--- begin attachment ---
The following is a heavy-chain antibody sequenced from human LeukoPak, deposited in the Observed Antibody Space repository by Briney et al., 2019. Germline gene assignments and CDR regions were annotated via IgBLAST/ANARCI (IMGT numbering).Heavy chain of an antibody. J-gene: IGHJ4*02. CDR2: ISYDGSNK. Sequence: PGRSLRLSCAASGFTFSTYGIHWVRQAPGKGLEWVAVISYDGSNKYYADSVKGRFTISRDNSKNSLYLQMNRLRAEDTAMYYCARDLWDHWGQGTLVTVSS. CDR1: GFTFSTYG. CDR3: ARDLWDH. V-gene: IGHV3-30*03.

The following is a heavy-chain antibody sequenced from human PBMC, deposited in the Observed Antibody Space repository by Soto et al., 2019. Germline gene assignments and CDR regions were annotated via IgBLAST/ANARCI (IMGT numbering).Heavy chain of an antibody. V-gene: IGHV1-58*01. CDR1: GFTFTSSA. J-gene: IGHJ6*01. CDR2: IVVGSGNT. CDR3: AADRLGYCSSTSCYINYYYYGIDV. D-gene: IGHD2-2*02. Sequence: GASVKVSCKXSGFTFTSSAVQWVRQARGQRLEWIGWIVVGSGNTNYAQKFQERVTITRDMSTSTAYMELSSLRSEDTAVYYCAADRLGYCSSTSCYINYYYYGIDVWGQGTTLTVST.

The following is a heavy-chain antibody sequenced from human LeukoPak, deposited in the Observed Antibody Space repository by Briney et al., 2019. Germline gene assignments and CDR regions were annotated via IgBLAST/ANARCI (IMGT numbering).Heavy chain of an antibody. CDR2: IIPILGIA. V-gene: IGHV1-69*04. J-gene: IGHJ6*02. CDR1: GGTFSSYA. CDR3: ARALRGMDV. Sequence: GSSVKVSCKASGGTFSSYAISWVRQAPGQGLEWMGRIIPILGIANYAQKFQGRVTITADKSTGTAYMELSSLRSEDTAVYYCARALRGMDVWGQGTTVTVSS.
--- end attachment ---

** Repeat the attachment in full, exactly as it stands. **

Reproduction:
The following is a heavy-chain antibody sequenced from human LeukoPak, deposited in the Observed Antibody Space repository by Briney et al., 2019. Germline gene assignments and CDR regions were annotated via IgBLAST/ANARCI (IMGT numbering).Heavy chain of an antibody. J-gene: IGHJ4*02. CDR2: ISYDGSNK. Sequence: PGRSLRLSCAASGFTFSTYGIHWVRQAPGKGLEWVAVISYDGSNKYYADSVKGRFTISRDNSKNSLYLQMNRLRAEDTAMYYCARDLWDHWGQGTLVTVSS. CDR1: GFTFSTYG. CDR3: ARDLWDH. V-gene: IGHV3-30*03.

The following is a heavy-chain antibody sequenced from human PBMC, deposited in the Observed Antibody Space repository by Soto et al., 2019. Germline gene assignments and CDR regions were annotated via IgBLAST/ANARCI (IMGT numbering).Heavy chain of an antibody. V-gene: IGHV1-58*01. CDR1: GFTFTSSA. J-gene: IGHJ6*01. CDR2: IVVGSGNT. CDR3: AADRLGYCSSTSCYINYYYYGIDV. D-gene: IGHD2-2*02. Sequence: GASVKVSCKXSGFTFTSSAVQWVRQARGQRLEWIGWIVVGSGNTNYAQKFQERVTITRDMSTSTAYMELSSLRSEDTAVYYCAADRLGYCSSTSCYINYYYYGIDVWGQGTTLTVST.

The following is a heavy-chain antibody sequenced from human LeukoPak, deposited in the Observed Antibody Space repository by Briney et al., 2019. Germline gene assignments and CDR regions were annotated via IgBLAST/ANARCI (IMGT numbering).Heavy chain of an antibody. CDR2: IIPILGIA. V-gene: IGHV1-69*04. J-gene: IGHJ6*02. CDR1: GGTFSSYA. CDR3: ARALRGMDV. Sequence: GSSVKVSCKASGGTFSSYAISWVRQAPGQGLEWMGRIIPILGIANYAQKFQGRVTITADKSTGTAYMELSSLRSEDTAVYYCARALRGMDVWGQGTTVTVSS.